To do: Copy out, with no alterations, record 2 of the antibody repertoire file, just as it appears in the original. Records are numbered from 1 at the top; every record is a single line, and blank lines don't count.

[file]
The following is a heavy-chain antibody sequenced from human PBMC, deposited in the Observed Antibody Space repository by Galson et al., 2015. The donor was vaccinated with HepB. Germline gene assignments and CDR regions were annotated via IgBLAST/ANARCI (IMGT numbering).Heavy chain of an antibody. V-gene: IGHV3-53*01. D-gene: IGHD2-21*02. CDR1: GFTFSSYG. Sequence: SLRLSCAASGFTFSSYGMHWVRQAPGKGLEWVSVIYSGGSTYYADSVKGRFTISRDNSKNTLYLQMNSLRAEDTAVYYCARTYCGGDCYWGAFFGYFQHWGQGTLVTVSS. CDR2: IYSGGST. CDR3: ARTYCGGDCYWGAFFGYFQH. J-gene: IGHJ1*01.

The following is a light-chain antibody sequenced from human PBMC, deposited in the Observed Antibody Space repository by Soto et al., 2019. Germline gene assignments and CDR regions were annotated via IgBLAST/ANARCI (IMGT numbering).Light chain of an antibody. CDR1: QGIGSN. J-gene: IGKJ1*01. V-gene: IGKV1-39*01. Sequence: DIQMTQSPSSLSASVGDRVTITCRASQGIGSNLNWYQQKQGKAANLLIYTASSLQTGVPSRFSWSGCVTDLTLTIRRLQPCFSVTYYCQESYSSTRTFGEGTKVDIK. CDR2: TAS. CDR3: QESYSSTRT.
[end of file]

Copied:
The following is a light-chain antibody sequenced from human PBMC, deposited in the Observed Antibody Space repository by Soto et al., 2019. Germline gene assignments and CDR regions were annotated via IgBLAST/ANARCI (IMGT numbering).Light chain of an antibody. CDR1: QGIGSN. J-gene: IGKJ1*01. V-gene: IGKV1-39*01. Sequence: DIQMTQSPSSLSASVGDRVTITCRASQGIGSNLNWYQQKQGKAANLLIYTASSLQTGVPSRFSWSGCVTDLTLTIRRLQPCFSVTYYCQESYSSTRTFGEGTKVDIK. CDR2: TAS. CDR3: QESYSSTRT.